Aiming at ensuring better resettlement and rehabilitation, the draft bill proposes to set up a national monitoring body which will be regularly updated by the States. It also proposes to set up authorities both at central and State level for speedy disposal of issues related to land acquisition. The central government shall constitute a National Monitoring Committee for reviewing and monitoring the implementation of rehabilitation and resettlement schemes or plans under the Act. The draft bill also proposes to set up authorities both at national and state level for the purpose of providing speedy disposal of disputes relating to land acquisition, compensation, rehabilitation and resettlement. 

The past history of displacement does not inspire confidence

The key sticking point of the draft bill which is opposed by civil society groups and even UPA’s allies like Trinamool Congress is whether the government should acquire land for private developers, or not. The draft states that the government will not get involved in private land buys for private purpose to put to rest conflicts emerging from the governments invoking an emergency clause that snuffs out the ability of farmers to raise objections over inadequate compensation.

Furthermore, the draft bill is silent on whether the provisions would be applicable to those projects for which land has already been acquired. Some State governments like West Bengal are opposed to the assignation of any role for the State governments in matters of land acquisition.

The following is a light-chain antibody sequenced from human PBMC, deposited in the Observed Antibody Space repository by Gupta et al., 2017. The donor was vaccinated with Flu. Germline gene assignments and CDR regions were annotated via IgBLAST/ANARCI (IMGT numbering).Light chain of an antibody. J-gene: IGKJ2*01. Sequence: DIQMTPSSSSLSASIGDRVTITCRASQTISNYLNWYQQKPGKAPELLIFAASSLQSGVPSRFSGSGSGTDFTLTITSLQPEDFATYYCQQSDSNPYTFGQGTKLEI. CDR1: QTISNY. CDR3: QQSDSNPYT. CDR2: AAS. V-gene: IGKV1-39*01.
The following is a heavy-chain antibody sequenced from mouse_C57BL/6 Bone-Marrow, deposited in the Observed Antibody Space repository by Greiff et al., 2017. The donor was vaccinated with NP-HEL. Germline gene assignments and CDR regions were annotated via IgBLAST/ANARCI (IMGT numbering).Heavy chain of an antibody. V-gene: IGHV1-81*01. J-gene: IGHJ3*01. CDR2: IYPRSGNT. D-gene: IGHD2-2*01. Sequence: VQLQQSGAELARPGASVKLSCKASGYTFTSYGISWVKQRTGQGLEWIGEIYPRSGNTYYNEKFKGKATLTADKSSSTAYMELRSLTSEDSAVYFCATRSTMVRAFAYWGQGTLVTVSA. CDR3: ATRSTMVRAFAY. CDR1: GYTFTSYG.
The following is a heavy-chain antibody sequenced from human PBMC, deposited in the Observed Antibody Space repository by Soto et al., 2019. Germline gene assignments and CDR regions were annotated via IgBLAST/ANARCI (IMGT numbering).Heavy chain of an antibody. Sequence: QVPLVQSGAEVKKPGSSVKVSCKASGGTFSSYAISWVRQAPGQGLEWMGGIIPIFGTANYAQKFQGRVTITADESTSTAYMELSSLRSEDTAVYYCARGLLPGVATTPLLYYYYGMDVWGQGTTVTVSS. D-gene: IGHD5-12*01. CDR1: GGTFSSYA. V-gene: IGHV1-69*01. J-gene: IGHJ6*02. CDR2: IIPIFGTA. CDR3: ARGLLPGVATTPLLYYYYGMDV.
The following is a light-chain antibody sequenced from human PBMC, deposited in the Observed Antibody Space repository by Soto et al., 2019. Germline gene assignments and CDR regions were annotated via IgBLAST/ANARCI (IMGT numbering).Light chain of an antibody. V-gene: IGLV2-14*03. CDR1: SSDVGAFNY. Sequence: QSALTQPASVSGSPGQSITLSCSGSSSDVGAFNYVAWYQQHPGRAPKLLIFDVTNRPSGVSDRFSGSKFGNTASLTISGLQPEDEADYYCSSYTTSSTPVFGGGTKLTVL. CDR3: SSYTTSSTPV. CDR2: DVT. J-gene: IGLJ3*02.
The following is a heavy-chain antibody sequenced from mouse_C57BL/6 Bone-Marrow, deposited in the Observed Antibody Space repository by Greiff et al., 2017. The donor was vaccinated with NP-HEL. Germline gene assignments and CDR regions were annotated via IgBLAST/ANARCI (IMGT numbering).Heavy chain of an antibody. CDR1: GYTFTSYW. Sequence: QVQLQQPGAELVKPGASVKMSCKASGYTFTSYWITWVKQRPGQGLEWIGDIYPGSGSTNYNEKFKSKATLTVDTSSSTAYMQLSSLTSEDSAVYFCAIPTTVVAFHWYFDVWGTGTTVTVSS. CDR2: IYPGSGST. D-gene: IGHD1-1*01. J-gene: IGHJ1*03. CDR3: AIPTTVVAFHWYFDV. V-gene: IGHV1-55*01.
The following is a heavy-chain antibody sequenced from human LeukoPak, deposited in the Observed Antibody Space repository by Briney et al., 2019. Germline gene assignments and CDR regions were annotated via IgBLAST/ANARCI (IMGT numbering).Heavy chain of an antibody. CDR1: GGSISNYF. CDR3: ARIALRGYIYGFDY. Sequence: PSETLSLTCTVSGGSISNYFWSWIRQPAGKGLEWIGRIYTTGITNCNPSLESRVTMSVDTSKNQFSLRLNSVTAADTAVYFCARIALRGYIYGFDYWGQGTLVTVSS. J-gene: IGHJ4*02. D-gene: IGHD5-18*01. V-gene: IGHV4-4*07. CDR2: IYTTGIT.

The new bill is being opposed by some who while agreeing that the colonial land acquisition act is outmoded and not in sync with welfare objectives of Indian democratic polity feel that the governments keenness to recast the law was not out of penchant for the farmers but to give the corporate sector a free hand in acquiring whatever land they like, a part of which will be through negotiations but the more difficult part would be through state intervention.

Please send in your comments -

The draft is up for public comments and feedback until August 31, 2011. The Ministry will be able to finalise the bill, get it vetted by the Ministry of Law, have it approved by the Union Cabinet and introduce it in Parliament most probably in its monsoon session. Comments may be addressed to - landacquisition.comments@gmail.com or to Office of the Minister of Rural Development, Room No. 48, Krishi Bhawan, New Delhi.

The draft bill is attached below in English and Hindi.

Do you think that the act will be successful in alleviating land issue in India? Let us know in the comments section below!


Post By: Amita Bhaduri